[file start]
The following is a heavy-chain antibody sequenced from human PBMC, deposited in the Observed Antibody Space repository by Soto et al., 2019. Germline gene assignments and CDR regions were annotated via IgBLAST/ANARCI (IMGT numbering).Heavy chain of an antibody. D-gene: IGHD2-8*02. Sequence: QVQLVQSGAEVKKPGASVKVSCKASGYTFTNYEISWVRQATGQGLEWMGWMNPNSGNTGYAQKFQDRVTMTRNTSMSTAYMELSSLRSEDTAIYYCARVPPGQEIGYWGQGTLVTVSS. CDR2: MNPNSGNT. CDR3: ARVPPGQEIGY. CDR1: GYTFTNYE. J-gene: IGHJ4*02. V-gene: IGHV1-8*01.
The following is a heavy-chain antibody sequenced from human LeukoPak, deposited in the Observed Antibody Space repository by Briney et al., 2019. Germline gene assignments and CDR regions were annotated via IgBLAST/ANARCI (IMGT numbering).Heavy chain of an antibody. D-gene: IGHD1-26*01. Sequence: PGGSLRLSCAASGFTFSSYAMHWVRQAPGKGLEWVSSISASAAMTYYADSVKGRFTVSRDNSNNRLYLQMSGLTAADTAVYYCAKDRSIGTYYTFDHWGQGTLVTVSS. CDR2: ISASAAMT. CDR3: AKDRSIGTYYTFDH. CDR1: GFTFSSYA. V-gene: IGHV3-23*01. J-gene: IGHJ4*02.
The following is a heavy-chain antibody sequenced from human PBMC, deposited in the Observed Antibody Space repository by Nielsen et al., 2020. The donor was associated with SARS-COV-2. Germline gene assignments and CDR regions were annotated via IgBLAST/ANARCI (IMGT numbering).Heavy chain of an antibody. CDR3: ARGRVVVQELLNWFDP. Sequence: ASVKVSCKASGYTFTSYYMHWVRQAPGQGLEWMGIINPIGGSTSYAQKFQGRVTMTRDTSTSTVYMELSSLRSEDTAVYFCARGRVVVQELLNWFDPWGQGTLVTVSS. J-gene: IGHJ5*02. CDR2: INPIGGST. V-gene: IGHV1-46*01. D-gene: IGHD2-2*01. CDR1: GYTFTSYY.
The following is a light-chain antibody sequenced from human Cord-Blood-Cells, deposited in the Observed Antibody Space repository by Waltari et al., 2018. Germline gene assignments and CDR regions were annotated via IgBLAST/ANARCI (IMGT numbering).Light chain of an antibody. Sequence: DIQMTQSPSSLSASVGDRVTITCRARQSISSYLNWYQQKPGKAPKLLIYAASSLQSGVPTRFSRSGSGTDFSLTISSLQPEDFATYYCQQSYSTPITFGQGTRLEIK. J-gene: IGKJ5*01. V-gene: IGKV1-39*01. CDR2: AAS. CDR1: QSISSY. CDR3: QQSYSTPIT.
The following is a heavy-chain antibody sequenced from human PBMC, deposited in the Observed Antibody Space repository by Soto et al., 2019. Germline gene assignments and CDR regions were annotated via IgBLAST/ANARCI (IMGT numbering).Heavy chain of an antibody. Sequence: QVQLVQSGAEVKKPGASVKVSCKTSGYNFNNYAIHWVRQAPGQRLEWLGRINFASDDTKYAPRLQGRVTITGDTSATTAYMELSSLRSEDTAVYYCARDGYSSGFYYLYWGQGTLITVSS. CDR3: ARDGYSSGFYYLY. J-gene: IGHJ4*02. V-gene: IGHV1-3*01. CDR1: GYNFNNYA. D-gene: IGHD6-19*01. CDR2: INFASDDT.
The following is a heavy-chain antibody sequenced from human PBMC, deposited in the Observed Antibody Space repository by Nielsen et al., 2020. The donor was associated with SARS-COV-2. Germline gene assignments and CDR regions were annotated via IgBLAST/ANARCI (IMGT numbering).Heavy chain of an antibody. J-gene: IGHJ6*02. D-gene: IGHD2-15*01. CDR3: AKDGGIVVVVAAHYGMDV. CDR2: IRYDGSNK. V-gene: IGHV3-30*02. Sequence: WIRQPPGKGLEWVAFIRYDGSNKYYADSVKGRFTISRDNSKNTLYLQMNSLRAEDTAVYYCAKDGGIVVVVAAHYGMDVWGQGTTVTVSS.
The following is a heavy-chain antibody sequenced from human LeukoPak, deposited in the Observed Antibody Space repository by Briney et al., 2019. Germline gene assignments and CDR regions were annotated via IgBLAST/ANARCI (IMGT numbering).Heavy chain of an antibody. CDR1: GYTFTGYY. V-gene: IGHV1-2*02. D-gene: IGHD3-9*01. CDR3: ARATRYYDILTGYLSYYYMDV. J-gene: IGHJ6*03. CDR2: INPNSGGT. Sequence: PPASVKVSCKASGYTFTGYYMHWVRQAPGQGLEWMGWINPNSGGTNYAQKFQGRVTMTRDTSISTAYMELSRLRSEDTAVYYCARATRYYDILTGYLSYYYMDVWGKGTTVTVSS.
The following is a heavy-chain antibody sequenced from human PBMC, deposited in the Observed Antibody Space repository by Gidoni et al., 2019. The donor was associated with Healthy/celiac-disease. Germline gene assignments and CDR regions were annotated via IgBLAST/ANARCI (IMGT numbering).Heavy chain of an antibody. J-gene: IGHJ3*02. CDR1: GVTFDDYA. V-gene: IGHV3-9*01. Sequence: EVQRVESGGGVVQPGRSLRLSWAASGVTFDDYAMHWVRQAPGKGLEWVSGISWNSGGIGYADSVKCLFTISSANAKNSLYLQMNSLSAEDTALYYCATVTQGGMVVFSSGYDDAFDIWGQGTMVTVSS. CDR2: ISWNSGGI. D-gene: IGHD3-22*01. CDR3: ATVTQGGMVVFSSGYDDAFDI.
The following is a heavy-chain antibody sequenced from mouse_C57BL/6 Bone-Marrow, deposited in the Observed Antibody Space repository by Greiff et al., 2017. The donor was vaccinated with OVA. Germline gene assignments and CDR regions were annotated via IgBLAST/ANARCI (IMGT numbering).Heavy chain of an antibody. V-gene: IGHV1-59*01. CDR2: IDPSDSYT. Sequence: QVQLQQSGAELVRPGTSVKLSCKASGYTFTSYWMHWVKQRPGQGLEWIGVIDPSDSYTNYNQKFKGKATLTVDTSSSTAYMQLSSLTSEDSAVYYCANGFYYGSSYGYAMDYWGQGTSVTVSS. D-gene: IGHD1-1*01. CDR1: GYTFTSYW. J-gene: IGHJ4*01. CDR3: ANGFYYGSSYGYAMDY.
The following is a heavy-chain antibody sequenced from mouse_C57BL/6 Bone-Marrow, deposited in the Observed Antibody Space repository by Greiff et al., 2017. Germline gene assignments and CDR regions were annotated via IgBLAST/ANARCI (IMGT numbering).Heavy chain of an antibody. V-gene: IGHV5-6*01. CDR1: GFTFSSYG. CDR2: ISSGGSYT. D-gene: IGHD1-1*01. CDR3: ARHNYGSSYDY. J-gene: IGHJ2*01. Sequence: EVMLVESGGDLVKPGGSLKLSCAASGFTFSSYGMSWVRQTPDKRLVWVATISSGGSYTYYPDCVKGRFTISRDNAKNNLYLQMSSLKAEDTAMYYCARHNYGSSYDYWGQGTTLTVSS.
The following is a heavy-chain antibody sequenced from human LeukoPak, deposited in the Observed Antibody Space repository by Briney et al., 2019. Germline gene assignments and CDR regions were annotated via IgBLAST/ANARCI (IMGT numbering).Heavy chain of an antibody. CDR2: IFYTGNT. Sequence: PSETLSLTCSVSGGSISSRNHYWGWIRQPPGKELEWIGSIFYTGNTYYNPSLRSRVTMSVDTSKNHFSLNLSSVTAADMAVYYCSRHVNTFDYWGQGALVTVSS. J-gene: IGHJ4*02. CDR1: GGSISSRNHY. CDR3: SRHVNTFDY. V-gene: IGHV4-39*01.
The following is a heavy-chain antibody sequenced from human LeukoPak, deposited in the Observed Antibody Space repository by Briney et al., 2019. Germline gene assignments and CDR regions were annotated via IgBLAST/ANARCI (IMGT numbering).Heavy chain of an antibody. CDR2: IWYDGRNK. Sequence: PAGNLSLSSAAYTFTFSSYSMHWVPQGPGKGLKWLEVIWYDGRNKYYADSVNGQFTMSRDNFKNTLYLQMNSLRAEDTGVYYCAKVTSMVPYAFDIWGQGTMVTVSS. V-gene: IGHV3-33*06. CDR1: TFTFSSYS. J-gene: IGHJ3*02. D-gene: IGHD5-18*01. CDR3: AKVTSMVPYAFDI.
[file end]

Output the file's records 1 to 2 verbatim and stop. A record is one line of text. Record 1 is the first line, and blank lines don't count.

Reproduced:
The following is a heavy-chain antibody sequenced from human PBMC, deposited in the Observed Antibody Space repository by Soto et al., 2019. Germline gene assignments and CDR regions were annotated via IgBLAST/ANARCI (IMGT numbering).Heavy chain of an antibody. D-gene: IGHD2-8*02. Sequence: QVQLVQSGAEVKKPGASVKVSCKASGYTFTNYEISWVRQATGQGLEWMGWMNPNSGNTGYAQKFQDRVTMTRNTSMSTAYMELSSLRSEDTAIYYCARVPPGQEIGYWGQGTLVTVSS. CDR2: MNPNSGNT. CDR3: ARVPPGQEIGY. CDR1: GYTFTNYE. J-gene: IGHJ4*02. V-gene: IGHV1-8*01.
The following is a heavy-chain antibody sequenced from human LeukoPak, deposited in the Observed Antibody Space repository by Briney et al., 2019. Germline gene assignments and CDR regions were annotated via IgBLAST/ANARCI (IMGT numbering).Heavy chain of an antibody. D-gene: IGHD1-26*01. Sequence: PGGSLRLSCAASGFTFSSYAMHWVRQAPGKGLEWVSSISASAAMTYYADSVKGRFTVSRDNSNNRLYLQMSGLTAADTAVYYCAKDRSIGTYYTFDHWGQGTLVTVSS. CDR2: ISASAAMT. CDR3: AKDRSIGTYYTFDH. CDR1: GFTFSSYA. V-gene: IGHV3-23*01. J-gene: IGHJ4*02.